EDAP follow-up

The Commission will, in close cooperation with Member States and the High Representative, “including in her capacity as head of EDA”, set up an EDAP Implementation Steering Group, meeting on a regular basis, to monitor and facilitate progress in the actions. A first meeting will take place in the first quarter of 2017. It will also establish a consultation forum with the European defence industry to best align the supply and the demand sides.

The AeroSpace and Defence Industries Association of Europe (ASD), representing 15 major European aerospace and defence companies and 26 member associations in 19 countries, welcomed the EDAP as “an ambitious follow-up to President Juncker’s call for a more active role of the EU in defence”. ASD in particular supports the Commission’s intention to propose an EU-funded defence research programme under the next Multiannual Financial Framework (MFF). “Research is crucial for the competitiveness of our industry and future capabilities of our armed forces. At the same time, research is where defence cooperation starts, and where EU action can make a major difference. Our industry therefore believes this programme could become a game changer and an important tool to develop common standards and increase interoperability”, the association said.

Mauro Moretti, President of ASD, said: “The Defence Action Plan is the natural complement to the Defence Implementation Plan of the Global Foreign and Security Strategy. Implemented properly, it can be an important contribution to strengthening Europe’s security. We as industry stand ready to contribute and to support this work”.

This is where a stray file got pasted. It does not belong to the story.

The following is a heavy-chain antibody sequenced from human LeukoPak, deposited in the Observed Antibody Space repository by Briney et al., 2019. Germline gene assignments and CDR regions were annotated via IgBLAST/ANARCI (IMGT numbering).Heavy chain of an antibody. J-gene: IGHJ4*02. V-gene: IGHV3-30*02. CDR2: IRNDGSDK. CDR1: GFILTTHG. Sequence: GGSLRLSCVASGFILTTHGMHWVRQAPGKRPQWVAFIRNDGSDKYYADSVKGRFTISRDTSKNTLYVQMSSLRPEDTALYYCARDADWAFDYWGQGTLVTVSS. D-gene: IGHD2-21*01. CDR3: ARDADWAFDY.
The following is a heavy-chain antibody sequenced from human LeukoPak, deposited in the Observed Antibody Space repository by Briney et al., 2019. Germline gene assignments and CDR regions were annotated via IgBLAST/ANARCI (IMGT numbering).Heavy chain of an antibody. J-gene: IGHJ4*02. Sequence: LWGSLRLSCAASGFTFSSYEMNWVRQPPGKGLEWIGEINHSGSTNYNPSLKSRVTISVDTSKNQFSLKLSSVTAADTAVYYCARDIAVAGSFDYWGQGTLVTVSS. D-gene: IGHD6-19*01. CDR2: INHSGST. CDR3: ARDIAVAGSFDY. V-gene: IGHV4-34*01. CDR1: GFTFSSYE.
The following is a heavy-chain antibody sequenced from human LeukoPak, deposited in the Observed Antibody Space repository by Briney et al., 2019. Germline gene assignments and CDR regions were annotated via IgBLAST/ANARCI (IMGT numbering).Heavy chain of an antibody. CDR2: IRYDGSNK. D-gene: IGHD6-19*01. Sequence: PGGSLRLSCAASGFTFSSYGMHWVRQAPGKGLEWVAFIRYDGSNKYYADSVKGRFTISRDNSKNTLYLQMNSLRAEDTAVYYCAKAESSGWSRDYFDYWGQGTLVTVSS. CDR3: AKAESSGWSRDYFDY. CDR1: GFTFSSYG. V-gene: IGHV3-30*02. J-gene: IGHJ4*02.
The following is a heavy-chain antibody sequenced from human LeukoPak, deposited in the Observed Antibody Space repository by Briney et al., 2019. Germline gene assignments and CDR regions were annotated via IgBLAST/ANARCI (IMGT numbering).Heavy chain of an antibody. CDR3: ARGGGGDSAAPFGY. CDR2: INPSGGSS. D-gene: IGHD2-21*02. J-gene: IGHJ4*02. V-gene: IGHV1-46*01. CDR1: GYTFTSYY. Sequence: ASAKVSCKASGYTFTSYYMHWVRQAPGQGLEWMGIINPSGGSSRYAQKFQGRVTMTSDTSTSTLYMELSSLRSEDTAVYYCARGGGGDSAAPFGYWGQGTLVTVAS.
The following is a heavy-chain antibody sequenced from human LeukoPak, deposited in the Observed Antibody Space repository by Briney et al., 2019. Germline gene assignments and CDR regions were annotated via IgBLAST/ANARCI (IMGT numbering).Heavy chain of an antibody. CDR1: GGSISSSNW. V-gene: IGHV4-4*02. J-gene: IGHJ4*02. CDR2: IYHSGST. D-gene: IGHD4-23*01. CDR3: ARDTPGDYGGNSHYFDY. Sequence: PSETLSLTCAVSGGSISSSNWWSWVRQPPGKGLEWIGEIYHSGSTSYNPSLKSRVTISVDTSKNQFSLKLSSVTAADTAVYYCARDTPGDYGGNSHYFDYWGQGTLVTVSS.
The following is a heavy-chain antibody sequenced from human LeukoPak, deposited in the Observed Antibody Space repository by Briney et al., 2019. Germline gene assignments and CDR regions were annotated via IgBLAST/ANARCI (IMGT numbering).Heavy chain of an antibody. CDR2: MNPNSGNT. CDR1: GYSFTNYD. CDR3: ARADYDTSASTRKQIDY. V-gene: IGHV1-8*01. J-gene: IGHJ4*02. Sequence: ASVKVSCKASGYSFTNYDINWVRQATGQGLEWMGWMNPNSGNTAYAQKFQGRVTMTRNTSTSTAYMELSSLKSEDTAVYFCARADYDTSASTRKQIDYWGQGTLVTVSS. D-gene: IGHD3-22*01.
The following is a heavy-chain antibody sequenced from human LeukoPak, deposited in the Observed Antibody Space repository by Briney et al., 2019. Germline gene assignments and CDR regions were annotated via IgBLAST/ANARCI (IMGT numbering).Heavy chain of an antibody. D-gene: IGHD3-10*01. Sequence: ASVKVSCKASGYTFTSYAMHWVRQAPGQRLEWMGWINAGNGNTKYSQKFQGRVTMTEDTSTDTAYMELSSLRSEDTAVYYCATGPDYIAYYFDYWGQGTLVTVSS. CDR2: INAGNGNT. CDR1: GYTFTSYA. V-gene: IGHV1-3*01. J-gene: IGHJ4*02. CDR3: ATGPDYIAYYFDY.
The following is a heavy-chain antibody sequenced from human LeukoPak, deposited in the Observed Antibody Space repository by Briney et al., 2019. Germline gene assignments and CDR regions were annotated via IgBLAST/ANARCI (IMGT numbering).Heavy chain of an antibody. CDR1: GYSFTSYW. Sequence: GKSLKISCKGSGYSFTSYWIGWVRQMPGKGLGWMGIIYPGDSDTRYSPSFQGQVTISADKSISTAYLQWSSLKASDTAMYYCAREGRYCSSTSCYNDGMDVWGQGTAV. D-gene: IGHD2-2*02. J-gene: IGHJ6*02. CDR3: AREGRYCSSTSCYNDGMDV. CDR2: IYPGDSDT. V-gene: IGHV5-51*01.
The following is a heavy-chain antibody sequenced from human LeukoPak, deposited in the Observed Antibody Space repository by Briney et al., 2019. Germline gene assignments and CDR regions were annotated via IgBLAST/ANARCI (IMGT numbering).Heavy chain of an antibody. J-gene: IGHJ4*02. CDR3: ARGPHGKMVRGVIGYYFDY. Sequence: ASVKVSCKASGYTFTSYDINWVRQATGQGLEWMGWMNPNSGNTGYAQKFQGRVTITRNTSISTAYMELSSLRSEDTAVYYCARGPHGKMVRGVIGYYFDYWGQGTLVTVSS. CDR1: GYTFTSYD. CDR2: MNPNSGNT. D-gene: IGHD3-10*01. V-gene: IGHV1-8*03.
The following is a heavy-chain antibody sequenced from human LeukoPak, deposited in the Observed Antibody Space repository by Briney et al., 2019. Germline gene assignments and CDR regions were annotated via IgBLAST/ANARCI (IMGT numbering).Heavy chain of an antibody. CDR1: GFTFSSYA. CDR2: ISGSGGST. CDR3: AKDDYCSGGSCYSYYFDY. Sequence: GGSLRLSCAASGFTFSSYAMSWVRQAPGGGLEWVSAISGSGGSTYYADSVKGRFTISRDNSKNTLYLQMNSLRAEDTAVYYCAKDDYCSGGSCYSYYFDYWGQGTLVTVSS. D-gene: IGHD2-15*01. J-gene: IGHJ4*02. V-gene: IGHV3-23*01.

ASD also applauded the Commission’s plans to foster investment in defence supply chains. “SMEs and midcaps are, in many Member States, the backbone of the defence sector and central to the value chain. At the same time, they often find it hard to access finance and face financial difficulties when projects are delayed. Mobilising EU instruments to mitigate these problems would be highly appreciated”. ASD shares the assessment that a competitive European industry needs a functioning European market. “A truly internal market for defence is still not there, but we acknowledge the European Commission’s efforts to overcome market fragmentation and foster cross-border industrial cooperation. In this context, we fully support all initiatives to improve EU-wide market access and facilitate deliveries of equipment and services between Member States”.